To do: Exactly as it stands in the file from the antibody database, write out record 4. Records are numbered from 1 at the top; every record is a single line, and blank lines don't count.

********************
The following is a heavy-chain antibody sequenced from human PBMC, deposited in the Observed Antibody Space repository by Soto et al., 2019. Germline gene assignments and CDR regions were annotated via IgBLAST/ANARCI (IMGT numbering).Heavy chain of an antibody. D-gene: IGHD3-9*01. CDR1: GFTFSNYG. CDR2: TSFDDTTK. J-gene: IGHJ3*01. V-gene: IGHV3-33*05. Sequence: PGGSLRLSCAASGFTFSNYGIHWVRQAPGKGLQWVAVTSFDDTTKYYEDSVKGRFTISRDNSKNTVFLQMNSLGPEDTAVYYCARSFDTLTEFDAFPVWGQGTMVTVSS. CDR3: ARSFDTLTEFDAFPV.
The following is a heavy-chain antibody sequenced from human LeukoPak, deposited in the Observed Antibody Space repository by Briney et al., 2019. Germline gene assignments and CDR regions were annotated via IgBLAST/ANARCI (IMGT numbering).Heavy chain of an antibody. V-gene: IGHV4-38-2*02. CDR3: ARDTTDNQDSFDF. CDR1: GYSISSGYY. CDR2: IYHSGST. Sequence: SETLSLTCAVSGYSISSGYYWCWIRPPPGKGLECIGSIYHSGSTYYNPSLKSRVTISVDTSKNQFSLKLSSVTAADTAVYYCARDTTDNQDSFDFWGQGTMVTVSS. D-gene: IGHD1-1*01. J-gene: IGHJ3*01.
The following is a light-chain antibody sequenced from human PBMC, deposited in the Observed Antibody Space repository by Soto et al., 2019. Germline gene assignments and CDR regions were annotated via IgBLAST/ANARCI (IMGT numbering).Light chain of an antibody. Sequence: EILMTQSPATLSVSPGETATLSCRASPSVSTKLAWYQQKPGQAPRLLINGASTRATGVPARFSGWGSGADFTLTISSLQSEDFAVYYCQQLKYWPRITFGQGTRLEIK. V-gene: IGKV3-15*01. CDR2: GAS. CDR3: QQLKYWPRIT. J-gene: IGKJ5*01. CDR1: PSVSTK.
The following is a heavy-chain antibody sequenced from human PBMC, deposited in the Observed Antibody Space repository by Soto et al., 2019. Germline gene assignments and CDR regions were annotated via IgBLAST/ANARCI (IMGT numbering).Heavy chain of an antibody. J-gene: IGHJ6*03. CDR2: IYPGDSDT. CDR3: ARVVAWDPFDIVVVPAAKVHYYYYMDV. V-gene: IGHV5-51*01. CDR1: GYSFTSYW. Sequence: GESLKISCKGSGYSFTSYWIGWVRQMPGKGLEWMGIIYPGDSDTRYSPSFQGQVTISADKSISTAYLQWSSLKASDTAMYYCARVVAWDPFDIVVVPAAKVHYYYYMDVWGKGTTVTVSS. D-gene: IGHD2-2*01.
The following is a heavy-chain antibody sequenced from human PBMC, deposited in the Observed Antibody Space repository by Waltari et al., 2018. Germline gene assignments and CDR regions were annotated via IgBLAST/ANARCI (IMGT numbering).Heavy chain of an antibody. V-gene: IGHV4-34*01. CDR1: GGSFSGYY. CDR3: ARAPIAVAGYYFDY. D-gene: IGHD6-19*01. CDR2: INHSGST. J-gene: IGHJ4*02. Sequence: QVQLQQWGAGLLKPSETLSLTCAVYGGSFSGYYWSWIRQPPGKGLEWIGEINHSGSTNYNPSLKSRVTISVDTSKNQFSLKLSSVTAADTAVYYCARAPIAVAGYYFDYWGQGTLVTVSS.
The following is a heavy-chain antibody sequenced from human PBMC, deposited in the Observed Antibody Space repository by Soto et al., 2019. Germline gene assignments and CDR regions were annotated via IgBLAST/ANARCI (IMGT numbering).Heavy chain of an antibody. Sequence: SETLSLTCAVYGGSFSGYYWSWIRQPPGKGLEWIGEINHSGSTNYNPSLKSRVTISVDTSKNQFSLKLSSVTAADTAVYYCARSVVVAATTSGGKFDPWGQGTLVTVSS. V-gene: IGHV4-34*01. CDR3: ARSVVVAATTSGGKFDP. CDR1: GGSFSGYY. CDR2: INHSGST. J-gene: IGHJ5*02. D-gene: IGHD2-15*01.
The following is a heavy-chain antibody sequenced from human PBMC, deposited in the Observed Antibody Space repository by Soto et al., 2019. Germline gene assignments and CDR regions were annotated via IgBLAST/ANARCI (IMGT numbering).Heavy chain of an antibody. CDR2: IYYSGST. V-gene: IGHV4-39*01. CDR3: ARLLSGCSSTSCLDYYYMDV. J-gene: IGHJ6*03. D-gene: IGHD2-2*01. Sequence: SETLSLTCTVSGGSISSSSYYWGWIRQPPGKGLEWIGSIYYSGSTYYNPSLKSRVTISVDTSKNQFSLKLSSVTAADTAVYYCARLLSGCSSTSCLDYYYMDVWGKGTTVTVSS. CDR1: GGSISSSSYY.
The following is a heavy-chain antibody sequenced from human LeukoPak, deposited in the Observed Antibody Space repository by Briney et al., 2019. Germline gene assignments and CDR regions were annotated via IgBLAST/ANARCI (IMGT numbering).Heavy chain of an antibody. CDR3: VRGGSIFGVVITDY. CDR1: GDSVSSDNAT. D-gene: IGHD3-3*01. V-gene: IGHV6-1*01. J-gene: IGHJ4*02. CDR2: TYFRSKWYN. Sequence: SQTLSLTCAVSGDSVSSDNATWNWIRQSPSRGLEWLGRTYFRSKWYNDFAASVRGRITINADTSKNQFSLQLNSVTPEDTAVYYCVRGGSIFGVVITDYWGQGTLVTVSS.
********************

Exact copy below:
The following is a heavy-chain antibody sequenced from human PBMC, deposited in the Observed Antibody Space repository by Soto et al., 2019. Germline gene assignments and CDR regions were annotated via IgBLAST/ANARCI (IMGT numbering).Heavy chain of an antibody. J-gene: IGHJ6*03. CDR2: IYPGDSDT. CDR3: ARVVAWDPFDIVVVPAAKVHYYYYMDV. V-gene: IGHV5-51*01. CDR1: GYSFTSYW. Sequence: GESLKISCKGSGYSFTSYWIGWVRQMPGKGLEWMGIIYPGDSDTRYSPSFQGQVTISADKSISTAYLQWSSLKASDTAMYYCARVVAWDPFDIVVVPAAKVHYYYYMDVWGKGTTVTVSS. D-gene: IGHD2-2*01.